It is important to note that the proper localization of RIG-I and MAVS is a prerequisite for effective signaling transduction. MAVS resides on the mitochondrial membrane, peroxisomes, and mitochondria-associated membranes for antiviral signaling. In fact, a RIG-I translocon has been identified to direct RIG-I redistribution from cytosol to membranes during viral infection (49). Studies have shown that several viruses encode proteins to disrupt the proper localization of RIG-I or MAVS as a novel mechanism of regulation, such as NS3 of DENV (113), nucleoprotein of RSV (120), and non-structural proteins of thrombocytopenia syndrome virus (SFTSV) (121).
Modulation of Downstream Signaling Components
To ensure successful RIG-I signaling transduction, the kinase activities of TBK1 and IKKϵ are tightly controlled via various regulatory mechanisms and are common targets of viruses (Figure 3B). For example, both the leader proteinase (Lpro) of FMDV (122) and the non-structural protein 3 (ns3) of the mouse hepatitis virus A59 (123) inhibit ubiquitination of TBK1. Dengue virus serotype4 non-structural proteins, NS2A and NS4B, as well as the FLIPs proteins encoded by the molluscum contagiosum virus (MCV), all reduce TBK1 phosphorylation, thereby preventing its activation (124, 125). Several viruses have been shown to prevent the formation of functional TBK1-containing complexes. The K7 protein of the VACV prevents TBK1/IKKϵ complex-induced IRF activation by targeting host DEAD box protein 3 (DDX3) (126). Two other viruses, the NY-1 HTNV and SARS-CoV, disrupt the TBK1–TRAF3 and TANK–TBK1/IKKϵ complex, respectively (127, 128). Moreover, SFTSV has been shown to irreversibly re-localize TBK1 and IKK from mitochondria and sequester the TBK1/IKKϵ/IRF3 complex via the formation of inclusion bodies, causing signaling cascade termination (129).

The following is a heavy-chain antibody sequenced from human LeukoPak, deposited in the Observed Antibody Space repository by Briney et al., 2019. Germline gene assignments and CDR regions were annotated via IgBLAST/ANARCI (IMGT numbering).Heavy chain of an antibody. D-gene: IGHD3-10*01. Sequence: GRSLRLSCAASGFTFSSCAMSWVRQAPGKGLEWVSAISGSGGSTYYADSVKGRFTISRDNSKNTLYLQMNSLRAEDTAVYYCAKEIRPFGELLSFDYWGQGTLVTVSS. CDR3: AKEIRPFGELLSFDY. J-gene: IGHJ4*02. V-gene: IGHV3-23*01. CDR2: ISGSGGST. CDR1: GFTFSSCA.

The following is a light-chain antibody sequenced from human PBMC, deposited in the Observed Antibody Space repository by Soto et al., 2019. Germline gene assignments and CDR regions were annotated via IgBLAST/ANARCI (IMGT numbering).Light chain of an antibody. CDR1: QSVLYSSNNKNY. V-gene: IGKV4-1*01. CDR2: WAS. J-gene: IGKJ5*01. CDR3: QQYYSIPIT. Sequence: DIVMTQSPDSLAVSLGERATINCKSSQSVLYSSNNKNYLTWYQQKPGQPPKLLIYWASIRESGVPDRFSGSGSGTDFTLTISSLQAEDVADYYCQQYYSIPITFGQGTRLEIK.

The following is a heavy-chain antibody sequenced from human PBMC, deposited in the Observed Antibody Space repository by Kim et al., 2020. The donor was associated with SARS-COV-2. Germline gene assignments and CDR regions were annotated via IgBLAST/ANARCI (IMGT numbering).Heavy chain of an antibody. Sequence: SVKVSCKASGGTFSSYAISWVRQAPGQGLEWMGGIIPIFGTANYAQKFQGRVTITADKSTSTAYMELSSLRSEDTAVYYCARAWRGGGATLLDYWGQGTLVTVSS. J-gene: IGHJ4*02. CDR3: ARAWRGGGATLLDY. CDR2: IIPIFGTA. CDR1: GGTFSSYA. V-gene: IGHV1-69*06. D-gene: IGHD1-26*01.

Viral regulation of the transcription factors, IRFs and NF-κB, further serve as points of control in RIG-I signaling (Figure 3B). One of the best studied examples is the inhibition of IRF3 activity by the IAV NS1 protein (130). Besides this, the HSV-1, rabies virus, SARS-CoV, as well as several paramyxoviruses have been demonstrated to interfere with the phosphorylation state of IRF3, thereby blocking IFN induction (131–134). The EBV conjugates SUMO to IRF7 at lysine 452 to decrease IRF7 transcriptional activity (135). The rotavirus NS1, targets both IRF3 and IRF7 for degradation to prevent IRFs from undergoing dimerization (136). Viruses have also developed various means to suppress the IRF3 DNA binding ability. Herpes simplex virus, thogoto virus, and KSHV, all developed strategies to downregulate IRF3 transcriptional activity by either disrupting IRF3 binding complex formations or competing binding regions on the IFNB promoter (137–139). Viral strategies in inhibiting cytoplasmic or transcriptional activities of NF-κB have been extensively studied during the VACV infection. Studies reported that multiple proteins encoded by VACV and HSV-1 suppress NF-κB activation (140–143).